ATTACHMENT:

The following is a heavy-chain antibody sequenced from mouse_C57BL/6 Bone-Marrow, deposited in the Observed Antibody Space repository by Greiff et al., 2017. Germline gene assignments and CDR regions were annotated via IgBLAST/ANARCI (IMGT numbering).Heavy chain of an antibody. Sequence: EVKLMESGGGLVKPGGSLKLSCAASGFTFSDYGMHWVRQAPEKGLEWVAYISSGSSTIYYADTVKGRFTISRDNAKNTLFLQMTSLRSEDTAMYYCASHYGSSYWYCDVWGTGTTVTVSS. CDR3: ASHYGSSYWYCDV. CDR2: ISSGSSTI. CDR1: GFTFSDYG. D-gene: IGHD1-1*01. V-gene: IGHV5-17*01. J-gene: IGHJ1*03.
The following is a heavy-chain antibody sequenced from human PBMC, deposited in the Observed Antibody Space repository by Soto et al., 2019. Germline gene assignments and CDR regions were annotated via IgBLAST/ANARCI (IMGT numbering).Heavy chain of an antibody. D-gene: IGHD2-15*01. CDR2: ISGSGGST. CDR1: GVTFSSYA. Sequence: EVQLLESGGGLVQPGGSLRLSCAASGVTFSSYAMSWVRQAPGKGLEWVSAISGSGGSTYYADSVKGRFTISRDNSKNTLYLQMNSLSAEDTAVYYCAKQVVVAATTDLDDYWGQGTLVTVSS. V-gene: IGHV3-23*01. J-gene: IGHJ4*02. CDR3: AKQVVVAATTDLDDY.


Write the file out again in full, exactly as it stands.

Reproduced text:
The following is a heavy-chain antibody sequenced from mouse_C57BL/6 Bone-Marrow, deposited in the Observed Antibody Space repository by Greiff et al., 2017. Germline gene assignments and CDR regions were annotated via IgBLAST/ANARCI (IMGT numbering).Heavy chain of an antibody. Sequence: EVKLMESGGGLVKPGGSLKLSCAASGFTFSDYGMHWVRQAPEKGLEWVAYISSGSSTIYYADTVKGRFTISRDNAKNTLFLQMTSLRSEDTAMYYCASHYGSSYWYCDVWGTGTTVTVSS. CDR3: ASHYGSSYWYCDV. CDR2: ISSGSSTI. CDR1: GFTFSDYG. D-gene: IGHD1-1*01. V-gene: IGHV5-17*01. J-gene: IGHJ1*03.
The following is a heavy-chain antibody sequenced from human PBMC, deposited in the Observed Antibody Space repository by Soto et al., 2019. Germline gene assignments and CDR regions were annotated via IgBLAST/ANARCI (IMGT numbering).Heavy chain of an antibody. D-gene: IGHD2-15*01. CDR2: ISGSGGST. CDR1: GVTFSSYA. Sequence: EVQLLESGGGLVQPGGSLRLSCAASGVTFSSYAMSWVRQAPGKGLEWVSAISGSGGSTYYADSVKGRFTISRDNSKNTLYLQMNSLSAEDTAVYYCAKQVVVAATTDLDDYWGQGTLVTVSS. V-gene: IGHV3-23*01. J-gene: IGHJ4*02. CDR3: AKQVVVAATTDLDDY.